Pedro: The biggest misconception we’re observing in our customers environments has to do with who’s responsible for securing the Internet of Things world? It’s fascinating when I walk into some of the meetings and that simple question, “Who’s responsible for the security of IoT?” And there are blank stares and they look uncomfortable, feeling it’s not me, but I don’t know who it is. There’s a misconception that the vendor who is selling them those products is going to solve that security problem for them. And the reality is, we’ve been in the IT industry for years, and Microsoft hasn’t solved that in the new Windows OS. Apple has done a great job but it’s not yet a solved problem. So why would you expect a vendor, who’s doing the first connected device in their life, does not have the IT skills, doesn’t have the budget, likely doesn’t have the margins in product to build security from scratch, to solve your problem? When people started really thinking that way, they’re like, “Oh… I’m responsible for the security of this device.” And then finally you can start a conversation. But that’s a misconception that still exists in almost every customer conversation I’m having today.
Dylan: Are you seeing the role of the CIO evolving to other things besides traditional IT?
Pedro: One, we have the best CIO in the industry, Julie Cullivan, so I’m very confident with ours. If you look at the CIOs, real CIOs out in the industry, they’re starting to become the Chief Enabler Officers. I call them Enablers because in the past, you have the business goal and then decide what needs to get done, and at the end you tell IT, “Can you put this together?” Today, a lot of the technologies that are being put in place that are going to change business models start with technology, and start with IT: big data, Internet of Things, Artificial Intelligence. So, we’re seeing CIOs really stepping up and instead of being more on the reactive, receiving end, actually stepping up to the front and saying, “This is something where we can transform our business. If we take the data that we already own, here’s how we can change/build new business models, new services, new ways of making more money, and cut costs.” Those are the modern CIOs and that’s what the boards are expecting more of.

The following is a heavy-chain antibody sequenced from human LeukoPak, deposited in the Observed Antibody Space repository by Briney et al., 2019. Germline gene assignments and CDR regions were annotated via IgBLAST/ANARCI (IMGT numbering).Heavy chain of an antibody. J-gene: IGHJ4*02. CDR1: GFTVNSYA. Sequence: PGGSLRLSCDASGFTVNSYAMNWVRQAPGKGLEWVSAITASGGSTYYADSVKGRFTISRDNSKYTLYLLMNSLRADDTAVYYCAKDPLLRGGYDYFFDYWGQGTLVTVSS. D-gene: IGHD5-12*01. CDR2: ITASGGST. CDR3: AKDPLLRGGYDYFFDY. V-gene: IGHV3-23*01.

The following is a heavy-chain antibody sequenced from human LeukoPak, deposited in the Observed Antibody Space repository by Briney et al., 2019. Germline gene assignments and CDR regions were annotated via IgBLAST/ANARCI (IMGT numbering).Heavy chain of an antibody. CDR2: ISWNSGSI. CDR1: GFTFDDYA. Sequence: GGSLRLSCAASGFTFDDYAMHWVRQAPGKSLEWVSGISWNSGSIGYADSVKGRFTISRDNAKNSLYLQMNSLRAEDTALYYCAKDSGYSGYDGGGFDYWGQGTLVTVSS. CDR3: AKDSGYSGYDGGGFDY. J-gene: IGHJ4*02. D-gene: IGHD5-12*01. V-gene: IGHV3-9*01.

Brian: Well, I’d like to start by saying we have the best CIO, Sheila Jordan. If I took a look at the CIO in today’s world, I think of it slightly differently, but very much in line with what Pedro has mentioned. Which is, if you think about technology and business in the ‘80s, the question posed to most CIOs is, “Can IT run my business?” Then as we moved into the ‘90s and 2000s, it became, “Can IT transform or scale my business?” Now you look at it and it is, “Can IT run at the speed of data?” And that is a completely different thought process than what’s ever been asked before. It changes the way we architect, it changes the way we think about producing IT capabilities, and it certainly changes the way we think about securing those capabilities long-term.
Dylan: That’s fantastic, thank you both.